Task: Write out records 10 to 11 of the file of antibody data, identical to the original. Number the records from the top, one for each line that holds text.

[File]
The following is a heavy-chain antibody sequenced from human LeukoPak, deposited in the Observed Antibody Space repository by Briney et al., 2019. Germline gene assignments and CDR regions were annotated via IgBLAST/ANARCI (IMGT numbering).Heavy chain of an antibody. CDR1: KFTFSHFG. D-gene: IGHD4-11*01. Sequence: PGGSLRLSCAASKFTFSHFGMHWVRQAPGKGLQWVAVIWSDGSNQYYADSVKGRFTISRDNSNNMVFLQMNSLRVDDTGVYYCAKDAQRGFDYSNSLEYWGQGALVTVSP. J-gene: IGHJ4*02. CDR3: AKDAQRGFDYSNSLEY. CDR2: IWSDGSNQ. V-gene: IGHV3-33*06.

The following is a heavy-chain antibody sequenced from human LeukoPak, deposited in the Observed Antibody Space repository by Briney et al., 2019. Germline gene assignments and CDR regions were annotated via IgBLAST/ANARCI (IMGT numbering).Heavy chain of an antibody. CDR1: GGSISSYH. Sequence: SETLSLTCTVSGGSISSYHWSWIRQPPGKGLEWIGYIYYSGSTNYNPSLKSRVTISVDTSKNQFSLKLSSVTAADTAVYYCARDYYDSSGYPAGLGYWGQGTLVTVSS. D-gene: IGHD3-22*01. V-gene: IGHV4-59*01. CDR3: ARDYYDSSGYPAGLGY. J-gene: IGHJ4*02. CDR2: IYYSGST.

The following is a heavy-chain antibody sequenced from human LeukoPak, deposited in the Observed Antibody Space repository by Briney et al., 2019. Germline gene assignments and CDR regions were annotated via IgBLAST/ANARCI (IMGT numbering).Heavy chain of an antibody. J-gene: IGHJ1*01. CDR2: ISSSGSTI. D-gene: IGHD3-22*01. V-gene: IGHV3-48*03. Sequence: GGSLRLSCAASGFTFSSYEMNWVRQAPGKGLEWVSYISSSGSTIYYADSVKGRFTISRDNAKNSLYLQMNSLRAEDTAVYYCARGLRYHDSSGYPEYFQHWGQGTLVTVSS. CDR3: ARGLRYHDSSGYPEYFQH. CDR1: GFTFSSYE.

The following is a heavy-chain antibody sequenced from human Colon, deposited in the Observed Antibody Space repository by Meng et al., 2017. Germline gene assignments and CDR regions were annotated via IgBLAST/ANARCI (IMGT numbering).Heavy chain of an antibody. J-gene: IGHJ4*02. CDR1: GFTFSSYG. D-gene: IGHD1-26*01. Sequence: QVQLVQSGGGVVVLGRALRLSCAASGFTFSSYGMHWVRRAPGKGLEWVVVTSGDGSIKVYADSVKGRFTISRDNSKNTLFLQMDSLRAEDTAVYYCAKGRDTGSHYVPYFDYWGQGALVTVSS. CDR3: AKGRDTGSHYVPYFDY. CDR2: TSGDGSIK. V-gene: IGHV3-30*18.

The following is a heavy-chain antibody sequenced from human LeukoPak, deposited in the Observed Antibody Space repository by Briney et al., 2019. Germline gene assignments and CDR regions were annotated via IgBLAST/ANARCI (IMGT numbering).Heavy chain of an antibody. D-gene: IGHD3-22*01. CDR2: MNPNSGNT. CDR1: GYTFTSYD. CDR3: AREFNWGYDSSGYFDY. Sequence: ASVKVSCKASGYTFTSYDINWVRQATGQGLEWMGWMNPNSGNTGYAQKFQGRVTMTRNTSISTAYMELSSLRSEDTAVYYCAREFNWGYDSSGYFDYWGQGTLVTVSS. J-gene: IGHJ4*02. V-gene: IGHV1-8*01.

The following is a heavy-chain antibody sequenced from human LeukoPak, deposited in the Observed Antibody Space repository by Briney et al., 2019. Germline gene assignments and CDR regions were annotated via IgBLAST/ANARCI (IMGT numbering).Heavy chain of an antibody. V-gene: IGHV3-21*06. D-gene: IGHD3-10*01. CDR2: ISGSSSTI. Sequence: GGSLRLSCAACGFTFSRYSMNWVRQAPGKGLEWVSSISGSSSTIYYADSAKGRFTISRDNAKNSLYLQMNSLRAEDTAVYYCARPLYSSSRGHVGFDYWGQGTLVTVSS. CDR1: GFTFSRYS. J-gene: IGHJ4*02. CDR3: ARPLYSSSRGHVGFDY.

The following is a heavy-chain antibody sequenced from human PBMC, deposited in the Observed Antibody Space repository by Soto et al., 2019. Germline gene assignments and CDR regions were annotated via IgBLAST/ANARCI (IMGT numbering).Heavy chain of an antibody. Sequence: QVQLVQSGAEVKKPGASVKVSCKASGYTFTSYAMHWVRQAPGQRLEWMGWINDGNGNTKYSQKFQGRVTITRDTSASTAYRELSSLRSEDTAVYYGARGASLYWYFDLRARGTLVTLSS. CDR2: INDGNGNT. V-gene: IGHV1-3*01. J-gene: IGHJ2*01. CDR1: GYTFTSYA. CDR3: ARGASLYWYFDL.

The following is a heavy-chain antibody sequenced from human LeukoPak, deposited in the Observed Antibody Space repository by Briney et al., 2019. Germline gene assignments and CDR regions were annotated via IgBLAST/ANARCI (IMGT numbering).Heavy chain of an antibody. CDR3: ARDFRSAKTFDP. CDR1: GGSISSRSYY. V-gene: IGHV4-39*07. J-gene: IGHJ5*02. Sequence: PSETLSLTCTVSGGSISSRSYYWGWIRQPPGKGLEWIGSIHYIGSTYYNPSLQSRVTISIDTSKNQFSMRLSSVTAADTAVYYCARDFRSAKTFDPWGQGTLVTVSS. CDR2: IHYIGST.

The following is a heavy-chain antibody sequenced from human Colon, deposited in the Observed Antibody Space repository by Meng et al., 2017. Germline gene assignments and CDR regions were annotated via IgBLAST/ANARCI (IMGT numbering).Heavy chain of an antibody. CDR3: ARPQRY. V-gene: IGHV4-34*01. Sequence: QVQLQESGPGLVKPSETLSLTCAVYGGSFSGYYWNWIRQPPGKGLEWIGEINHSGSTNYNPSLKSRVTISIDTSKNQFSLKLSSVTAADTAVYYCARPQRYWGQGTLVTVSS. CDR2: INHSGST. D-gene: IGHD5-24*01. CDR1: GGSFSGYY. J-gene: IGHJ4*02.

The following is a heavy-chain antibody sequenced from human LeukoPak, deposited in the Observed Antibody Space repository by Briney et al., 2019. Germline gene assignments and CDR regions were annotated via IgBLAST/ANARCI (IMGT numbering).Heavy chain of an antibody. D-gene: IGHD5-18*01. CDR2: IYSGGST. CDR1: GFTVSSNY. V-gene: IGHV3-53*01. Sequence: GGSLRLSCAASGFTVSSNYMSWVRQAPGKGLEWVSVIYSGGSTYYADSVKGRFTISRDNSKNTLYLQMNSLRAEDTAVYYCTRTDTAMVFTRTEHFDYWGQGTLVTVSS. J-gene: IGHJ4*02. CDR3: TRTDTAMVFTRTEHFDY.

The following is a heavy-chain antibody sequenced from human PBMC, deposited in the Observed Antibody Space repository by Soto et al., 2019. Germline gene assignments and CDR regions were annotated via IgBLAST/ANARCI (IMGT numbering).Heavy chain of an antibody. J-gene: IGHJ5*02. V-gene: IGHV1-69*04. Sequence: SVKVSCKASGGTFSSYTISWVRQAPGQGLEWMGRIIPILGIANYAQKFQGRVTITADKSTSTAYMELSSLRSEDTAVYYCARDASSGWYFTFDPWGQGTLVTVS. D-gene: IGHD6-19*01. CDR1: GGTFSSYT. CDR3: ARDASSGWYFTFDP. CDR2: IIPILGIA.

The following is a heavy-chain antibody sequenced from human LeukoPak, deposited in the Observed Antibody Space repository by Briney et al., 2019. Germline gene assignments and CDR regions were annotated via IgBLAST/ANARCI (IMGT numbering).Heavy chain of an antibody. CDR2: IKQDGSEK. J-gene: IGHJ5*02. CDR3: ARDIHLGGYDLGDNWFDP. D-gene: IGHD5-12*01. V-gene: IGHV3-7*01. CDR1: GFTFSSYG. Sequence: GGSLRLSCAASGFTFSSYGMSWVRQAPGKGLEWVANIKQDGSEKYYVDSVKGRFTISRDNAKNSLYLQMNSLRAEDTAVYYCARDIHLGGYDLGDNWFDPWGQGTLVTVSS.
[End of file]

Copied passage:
The following is a heavy-chain antibody sequenced from human LeukoPak, deposited in the Observed Antibody Space repository by Briney et al., 2019. Germline gene assignments and CDR regions were annotated via IgBLAST/ANARCI (IMGT numbering).Heavy chain of an antibody. D-gene: IGHD5-18*01. CDR2: IYSGGST. CDR1: GFTVSSNY. V-gene: IGHV3-53*01. Sequence: GGSLRLSCAASGFTVSSNYMSWVRQAPGKGLEWVSVIYSGGSTYYADSVKGRFTISRDNSKNTLYLQMNSLRAEDTAVYYCTRTDTAMVFTRTEHFDYWGQGTLVTVSS. J-gene: IGHJ4*02. CDR3: TRTDTAMVFTRTEHFDY.

The following is a heavy-chain antibody sequenced from human PBMC, deposited in the Observed Antibody Space repository by Soto et al., 2019. Germline gene assignments and CDR regions were annotated via IgBLAST/ANARCI (IMGT numbering).Heavy chain of an antibody. J-gene: IGHJ5*02. V-gene: IGHV1-69*04. Sequence: SVKVSCKASGGTFSSYTISWVRQAPGQGLEWMGRIIPILGIANYAQKFQGRVTITADKSTSTAYMELSSLRSEDTAVYYCARDASSGWYFTFDPWGQGTLVTVS. D-gene: IGHD6-19*01. CDR1: GGTFSSYT. CDR3: ARDASSGWYFTFDP. CDR2: IIPILGIA.